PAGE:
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The U.S.-Russia Strategic Dialogue Meeting: What Sherman Said

Jan. 11, 2022 (EIRNS)—Deputy Secretary of State Wendy Sherman, in a briefing with reporters afterwards, characterized the eight-hour meeting with Russian Deputy Foreign Minister Sergey Ryabkov as “frank and forthright,” according to the State Department transcript of her remarks. She reported that the U.S. had put on the table ideas regarding missile deployments in Europe, including a discussion of future missile systems along the lines of the now-defunct INF Treaty. “We shared that we are also open to discussing ways we can set reciprocal limits on the size and scope of military exercises, and to improve transparency about those exercises, again on a reciprocal basis—and appreciating this will also be a topic of discussion in the NATO-Russia Council and at the OSCE meeting this week.”

The United States remains “firm,” however, that it will not agree to “slam closed” the door on NATO expansion. “We will not forgo bilateral cooperation with sovereign states that wish to work with the United States,” she said. “And we will not make decisions about Ukraine without Ukraine, about Europe without Europe, or about NATO without NATO. As we say to our allies and partners, ‘nothing about you without you.’ ” Beyond that, Sherman repeated the narrative of Russia as the sole cause of the crisis that Blinken belligerently retailed last week, including the threat of “significant sanctions” if Russia were to invade Ukraine.

Sherman also characterized yesterday’s meeting as a discussion, not a negotiation. “Today was a discussion, a better understanding of each other and each other’s priorities and concerns,” she said. “It was not what you would call a negotiation. We’re not to a point where we’re ready to set down text and begin to go back and forth. ... We are trying to have very serious, businesslike, candid, clear-eyed, straightforward conversations with each other to best understand each other’s concerns and priorities.”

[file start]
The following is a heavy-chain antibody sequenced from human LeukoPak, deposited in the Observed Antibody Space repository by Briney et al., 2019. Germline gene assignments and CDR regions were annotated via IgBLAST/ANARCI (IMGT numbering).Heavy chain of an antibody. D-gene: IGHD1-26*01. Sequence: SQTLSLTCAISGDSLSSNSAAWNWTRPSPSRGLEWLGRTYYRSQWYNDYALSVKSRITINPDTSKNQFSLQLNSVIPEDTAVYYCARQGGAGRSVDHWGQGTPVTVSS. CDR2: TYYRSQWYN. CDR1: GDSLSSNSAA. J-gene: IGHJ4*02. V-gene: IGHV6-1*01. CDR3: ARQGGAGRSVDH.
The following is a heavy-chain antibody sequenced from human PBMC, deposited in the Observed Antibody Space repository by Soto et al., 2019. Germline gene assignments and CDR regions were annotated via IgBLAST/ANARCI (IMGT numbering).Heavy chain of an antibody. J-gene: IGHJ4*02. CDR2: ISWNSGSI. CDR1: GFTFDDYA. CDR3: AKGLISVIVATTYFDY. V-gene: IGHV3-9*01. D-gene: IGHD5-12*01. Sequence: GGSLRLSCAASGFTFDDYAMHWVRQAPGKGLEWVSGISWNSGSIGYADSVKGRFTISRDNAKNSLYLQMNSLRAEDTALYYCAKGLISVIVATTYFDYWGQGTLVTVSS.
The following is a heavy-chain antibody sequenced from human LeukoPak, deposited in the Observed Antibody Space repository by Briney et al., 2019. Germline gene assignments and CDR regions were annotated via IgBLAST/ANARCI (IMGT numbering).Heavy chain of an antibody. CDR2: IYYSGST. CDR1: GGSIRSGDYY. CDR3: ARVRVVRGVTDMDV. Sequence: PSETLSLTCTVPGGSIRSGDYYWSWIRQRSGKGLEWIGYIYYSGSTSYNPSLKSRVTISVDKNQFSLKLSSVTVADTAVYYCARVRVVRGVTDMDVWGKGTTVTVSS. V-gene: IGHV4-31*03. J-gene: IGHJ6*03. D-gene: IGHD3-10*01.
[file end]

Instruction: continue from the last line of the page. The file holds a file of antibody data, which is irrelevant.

Sherman complained that while the Russians say these are troops on exercises, they haven’t notified anybody about them as existing agreements require. When a reporter asked her what the U.S. means by “de-escalation,” she replied that it means “return the troops to barracks or tell us what exercises are ongoing and what their purpose is. That’s not at all clear. One doesn’t normally send 100,000 troops to a border just to sort of exercise.”

Ryabkov warned that if the U.S. stations advanced strike weapons close to Russia’s borders, there will be some form of military response by Russia. He insisted that if NATO proceeds toward the deployment of new capabilities in weaponry, “which are being developed very rapidly in the U.S.,” the Russian military may reply in a way that “will inevitably and unavoidably damage the security of the U.S. and its European allies.”

“We are calling on the U.S. to demonstrate a maximum of responsibility at this moment. Risks related to a possible increase of confrontation shouldn’t be underestimated,” Ryabkov said, adding that “significant” effort has been made to persuade the Americans that “playing with fire” is not in their interests.

Ryabkov also stressed that the Russian military will continue to hold exercises on Russian territory despite NATO’s objections. “We held and will continue holding these training events on our territory because, similar to how NATO takes care of its security, we also take care of our security and do what we deem necessary. In this process, however, we undoubtedly strictly observe all our commitments in arms control and non-proliferation, no matter what our opponents say on this score,” he said.

In recent months and years, Moscow has observed “the strongest exploitation” by the North Atlantic alliance and some states of the territory of Ukraine and other countries in close proximity to Russia’s borders, Ryabkov pointed out. “All this taken together leaves us no other choice but to strengthen the training activity on our territory,” he said.

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